Responding to the radiation poisoning of Marshall Islanders and faraway Japanese fishermen by the US H-Bomb test at Bikini Atoll, a call also emerged for the banning of further nuclear weapons tests by the atomic powers, which from 1952 included Britain. Barbara Castle became another prominent figure to write for Tribune about the H-Bombs: outlining the danger of radiation resulting from the tests, and posing the ultimatum to Britain of ‘Disarm or Perish’ because of the destructive power of, and impossibility of defence against, such weapons.
Aneurin Bevan also lamented the continued tests: ‘Having reached the stage where the use of these weapons in a major war would result in universal destruction there seems little sense in going on from there to the production of yet more powerful bombs. It is not possible to be deader than dead’. The Labour Party manifesto of that year opened with the claim that ‘the Hydrogen Bomb looms over all mankind’, calling for ‘the immediate cessation of H-Bomb tests.’
Unilateralism, Bevan, and Foot
1957 was a pivotal year for the development of the nuclear dis-armament movement in Britain. Responding to the announcement of upcoming British H-Bomb tests, support grew among the Labour left for a ‘unilateralist’ approach to disarmament — calling for a future Labour government to independently halt the production and testing of atomic weapons as a statement to the world against the arms race.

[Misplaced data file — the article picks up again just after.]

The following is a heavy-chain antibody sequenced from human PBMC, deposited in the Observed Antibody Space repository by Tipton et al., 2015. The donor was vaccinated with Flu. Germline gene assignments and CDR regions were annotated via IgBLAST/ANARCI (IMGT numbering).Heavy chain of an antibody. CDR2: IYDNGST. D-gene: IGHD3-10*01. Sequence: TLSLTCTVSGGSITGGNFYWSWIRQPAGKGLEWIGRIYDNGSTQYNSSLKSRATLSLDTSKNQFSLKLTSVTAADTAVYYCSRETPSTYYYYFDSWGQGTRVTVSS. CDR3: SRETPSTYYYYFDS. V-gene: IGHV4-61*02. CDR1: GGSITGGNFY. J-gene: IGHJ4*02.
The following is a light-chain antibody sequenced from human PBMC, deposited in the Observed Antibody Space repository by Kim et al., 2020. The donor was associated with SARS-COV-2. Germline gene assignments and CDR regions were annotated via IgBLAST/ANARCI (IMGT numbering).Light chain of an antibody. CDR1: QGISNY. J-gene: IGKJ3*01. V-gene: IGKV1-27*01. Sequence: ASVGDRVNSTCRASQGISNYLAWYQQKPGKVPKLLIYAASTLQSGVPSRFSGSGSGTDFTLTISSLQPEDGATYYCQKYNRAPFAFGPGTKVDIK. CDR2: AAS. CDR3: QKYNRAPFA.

Tribune figures including Greenwood, Castle, and Ian Mikardo addressed a 5,000-strong ‘Labour H-Bomb Campaign Committee’ rally in Trafalgar Square opposing a British H-Bomb that September, while the magazine featured articles and letters from throughout the labour movement in support of the unilateralist position. Labour Party Conference in Brighton the following month was at the eye of this storm, receiving 120 resolutions on nuclear weapons, almost all of which favoured unilateralism.
Deeply associated with the magazine since its foundation, Aneurin Bevan shocked many of his Tribune colleagues with his speech against this position. In his remarks, he criticised this approach as an ‘emotional spasm’ which would sever Britain’s international diplomatic agreements and send a future socialist foreign secretary ‘naked into the [United Nations] Conference Chamber’, disempowered to ‘interpose’ between the US and USSR.